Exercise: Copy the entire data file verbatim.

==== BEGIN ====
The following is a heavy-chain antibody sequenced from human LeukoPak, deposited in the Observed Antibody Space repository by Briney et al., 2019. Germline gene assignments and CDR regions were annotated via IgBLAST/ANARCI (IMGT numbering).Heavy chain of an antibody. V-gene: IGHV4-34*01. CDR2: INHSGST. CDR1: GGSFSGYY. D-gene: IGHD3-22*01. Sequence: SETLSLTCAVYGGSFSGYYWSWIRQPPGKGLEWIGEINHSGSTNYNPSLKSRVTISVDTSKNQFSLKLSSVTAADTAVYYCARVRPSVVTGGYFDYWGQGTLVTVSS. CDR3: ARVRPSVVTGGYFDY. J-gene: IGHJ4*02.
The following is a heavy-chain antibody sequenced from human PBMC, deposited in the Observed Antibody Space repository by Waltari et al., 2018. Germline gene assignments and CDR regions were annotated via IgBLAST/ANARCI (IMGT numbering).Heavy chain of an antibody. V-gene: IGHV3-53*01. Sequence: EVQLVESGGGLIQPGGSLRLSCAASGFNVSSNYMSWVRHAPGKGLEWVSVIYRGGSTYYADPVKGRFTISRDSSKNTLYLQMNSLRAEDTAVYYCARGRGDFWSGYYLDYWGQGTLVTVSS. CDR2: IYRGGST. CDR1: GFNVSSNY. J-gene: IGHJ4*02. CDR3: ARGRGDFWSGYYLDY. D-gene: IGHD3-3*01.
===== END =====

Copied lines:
The following is a heavy-chain antibody sequenced from human LeukoPak, deposited in the Observed Antibody Space repository by Briney et al., 2019. Germline gene assignments and CDR regions were annotated via IgBLAST/ANARCI (IMGT numbering).Heavy chain of an antibody. V-gene: IGHV4-34*01. CDR2: INHSGST. CDR1: GGSFSGYY. D-gene: IGHD3-22*01. Sequence: SETLSLTCAVYGGSFSGYYWSWIRQPPGKGLEWIGEINHSGSTNYNPSLKSRVTISVDTSKNQFSLKLSSVTAADTAVYYCARVRPSVVTGGYFDYWGQGTLVTVSS. CDR3: ARVRPSVVTGGYFDY. J-gene: IGHJ4*02.
The following is a heavy-chain antibody sequenced from human PBMC, deposited in the Observed Antibody Space repository by Waltari et al., 2018. Germline gene assignments and CDR regions were annotated via IgBLAST/ANARCI (IMGT numbering).Heavy chain of an antibody. V-gene: IGHV3-53*01. Sequence: EVQLVESGGGLIQPGGSLRLSCAASGFNVSSNYMSWVRHAPGKGLEWVSVIYRGGSTYYADPVKGRFTISRDSSKNTLYLQMNSLRAEDTAVYYCARGRGDFWSGYYLDYWGQGTLVTVSS. CDR2: IYRGGST. CDR1: GFNVSSNY. J-gene: IGHJ4*02. CDR3: ARGRGDFWSGYYLDY. D-gene: IGHD3-3*01.